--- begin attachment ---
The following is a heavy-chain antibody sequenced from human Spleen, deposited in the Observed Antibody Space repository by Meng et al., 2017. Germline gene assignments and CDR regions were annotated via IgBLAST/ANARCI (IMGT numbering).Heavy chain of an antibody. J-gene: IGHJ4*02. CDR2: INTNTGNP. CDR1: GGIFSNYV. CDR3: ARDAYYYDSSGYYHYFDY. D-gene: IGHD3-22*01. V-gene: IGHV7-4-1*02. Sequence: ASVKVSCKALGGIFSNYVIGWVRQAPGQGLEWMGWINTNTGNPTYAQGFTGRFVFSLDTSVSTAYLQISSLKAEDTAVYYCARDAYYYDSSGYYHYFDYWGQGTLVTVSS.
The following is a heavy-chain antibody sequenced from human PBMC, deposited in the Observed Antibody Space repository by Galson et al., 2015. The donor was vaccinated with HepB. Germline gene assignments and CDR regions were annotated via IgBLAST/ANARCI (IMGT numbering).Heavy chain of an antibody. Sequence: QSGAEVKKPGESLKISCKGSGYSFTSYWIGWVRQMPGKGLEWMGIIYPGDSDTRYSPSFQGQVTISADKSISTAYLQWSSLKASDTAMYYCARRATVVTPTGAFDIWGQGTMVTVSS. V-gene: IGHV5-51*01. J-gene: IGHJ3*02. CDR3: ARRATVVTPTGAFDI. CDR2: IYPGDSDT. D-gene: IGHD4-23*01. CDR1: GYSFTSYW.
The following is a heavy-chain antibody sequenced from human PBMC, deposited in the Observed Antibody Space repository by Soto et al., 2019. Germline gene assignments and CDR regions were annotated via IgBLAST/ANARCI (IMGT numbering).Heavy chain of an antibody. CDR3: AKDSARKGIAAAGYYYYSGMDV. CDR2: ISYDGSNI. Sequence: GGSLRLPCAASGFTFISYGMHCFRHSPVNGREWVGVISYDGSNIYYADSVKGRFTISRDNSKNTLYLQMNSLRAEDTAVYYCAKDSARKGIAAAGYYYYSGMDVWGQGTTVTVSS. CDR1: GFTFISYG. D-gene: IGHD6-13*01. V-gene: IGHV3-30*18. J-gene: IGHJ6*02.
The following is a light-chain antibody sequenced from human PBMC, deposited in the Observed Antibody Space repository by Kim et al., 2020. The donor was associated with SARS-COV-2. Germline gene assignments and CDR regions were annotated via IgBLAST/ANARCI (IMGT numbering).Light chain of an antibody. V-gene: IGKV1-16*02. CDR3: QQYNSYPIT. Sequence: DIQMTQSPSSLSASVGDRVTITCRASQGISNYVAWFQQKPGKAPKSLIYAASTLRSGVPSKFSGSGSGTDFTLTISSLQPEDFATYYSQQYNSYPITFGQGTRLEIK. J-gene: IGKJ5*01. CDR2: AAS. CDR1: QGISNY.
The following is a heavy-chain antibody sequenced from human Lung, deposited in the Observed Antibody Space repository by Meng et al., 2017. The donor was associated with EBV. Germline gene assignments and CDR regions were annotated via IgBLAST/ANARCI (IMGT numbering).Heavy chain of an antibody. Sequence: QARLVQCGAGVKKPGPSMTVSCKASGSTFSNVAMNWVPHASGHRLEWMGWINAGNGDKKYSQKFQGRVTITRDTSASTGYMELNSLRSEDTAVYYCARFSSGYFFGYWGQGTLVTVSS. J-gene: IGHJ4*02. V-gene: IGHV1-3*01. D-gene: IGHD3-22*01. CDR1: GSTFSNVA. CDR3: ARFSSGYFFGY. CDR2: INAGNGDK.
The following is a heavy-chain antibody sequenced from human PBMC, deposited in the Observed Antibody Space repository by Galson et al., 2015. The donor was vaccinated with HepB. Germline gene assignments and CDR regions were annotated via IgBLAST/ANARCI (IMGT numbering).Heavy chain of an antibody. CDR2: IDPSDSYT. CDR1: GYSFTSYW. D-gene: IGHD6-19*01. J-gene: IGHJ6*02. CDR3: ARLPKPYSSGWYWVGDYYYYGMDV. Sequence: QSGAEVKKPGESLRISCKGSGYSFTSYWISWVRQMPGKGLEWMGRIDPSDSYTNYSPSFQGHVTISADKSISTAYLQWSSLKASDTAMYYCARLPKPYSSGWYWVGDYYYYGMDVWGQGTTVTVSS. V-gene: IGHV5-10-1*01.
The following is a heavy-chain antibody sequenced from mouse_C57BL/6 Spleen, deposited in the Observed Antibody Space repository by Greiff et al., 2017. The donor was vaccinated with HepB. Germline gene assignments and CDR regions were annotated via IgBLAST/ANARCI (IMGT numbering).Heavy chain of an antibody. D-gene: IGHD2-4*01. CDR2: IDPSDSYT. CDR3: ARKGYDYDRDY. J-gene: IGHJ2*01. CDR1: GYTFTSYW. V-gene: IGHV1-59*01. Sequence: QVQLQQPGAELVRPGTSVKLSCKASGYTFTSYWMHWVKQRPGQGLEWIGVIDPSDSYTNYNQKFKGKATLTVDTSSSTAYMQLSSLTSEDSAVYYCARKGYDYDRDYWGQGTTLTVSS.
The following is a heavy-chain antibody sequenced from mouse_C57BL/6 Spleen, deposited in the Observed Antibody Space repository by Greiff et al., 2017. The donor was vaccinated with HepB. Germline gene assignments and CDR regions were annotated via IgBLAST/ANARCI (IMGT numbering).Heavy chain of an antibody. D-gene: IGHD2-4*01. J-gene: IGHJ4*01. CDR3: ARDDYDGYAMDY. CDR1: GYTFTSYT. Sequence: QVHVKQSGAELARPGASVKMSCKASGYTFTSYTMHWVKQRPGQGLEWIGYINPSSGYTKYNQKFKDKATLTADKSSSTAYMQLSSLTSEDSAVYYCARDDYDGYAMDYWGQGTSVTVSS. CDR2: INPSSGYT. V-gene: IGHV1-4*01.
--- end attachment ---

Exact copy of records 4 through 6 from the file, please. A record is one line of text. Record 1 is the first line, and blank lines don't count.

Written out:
The following is a light-chain antibody sequenced from human PBMC, deposited in the Observed Antibody Space repository by Kim et al., 2020. The donor was associated with SARS-COV-2. Germline gene assignments and CDR regions were annotated via IgBLAST/ANARCI (IMGT numbering).Light chain of an antibody. V-gene: IGKV1-16*02. CDR3: QQYNSYPIT. Sequence: DIQMTQSPSSLSASVGDRVTITCRASQGISNYVAWFQQKPGKAPKSLIYAASTLRSGVPSKFSGSGSGTDFTLTISSLQPEDFATYYSQQYNSYPITFGQGTRLEIK. J-gene: IGKJ5*01. CDR2: AAS. CDR1: QGISNY.
The following is a heavy-chain antibody sequenced from human Lung, deposited in the Observed Antibody Space repository by Meng et al., 2017. The donor was associated with EBV. Germline gene assignments and CDR regions were annotated via IgBLAST/ANARCI (IMGT numbering).Heavy chain of an antibody. Sequence: QARLVQCGAGVKKPGPSMTVSCKASGSTFSNVAMNWVPHASGHRLEWMGWINAGNGDKKYSQKFQGRVTITRDTSASTGYMELNSLRSEDTAVYYCARFSSGYFFGYWGQGTLVTVSS. J-gene: IGHJ4*02. V-gene: IGHV1-3*01. D-gene: IGHD3-22*01. CDR1: GSTFSNVA. CDR3: ARFSSGYFFGY. CDR2: INAGNGDK.
The following is a heavy-chain antibody sequenced from human PBMC, deposited in the Observed Antibody Space repository by Galson et al., 2015. The donor was vaccinated with HepB. Germline gene assignments and CDR regions were annotated via IgBLAST/ANARCI (IMGT numbering).Heavy chain of an antibody. CDR2: IDPSDSYT. CDR1: GYSFTSYW. D-gene: IGHD6-19*01. J-gene: IGHJ6*02. CDR3: ARLPKPYSSGWYWVGDYYYYGMDV. Sequence: QSGAEVKKPGESLRISCKGSGYSFTSYWISWVRQMPGKGLEWMGRIDPSDSYTNYSPSFQGHVTISADKSISTAYLQWSSLKASDTAMYYCARLPKPYSSGWYWVGDYYYYGMDVWGQGTTVTVSS. V-gene: IGHV5-10-1*01.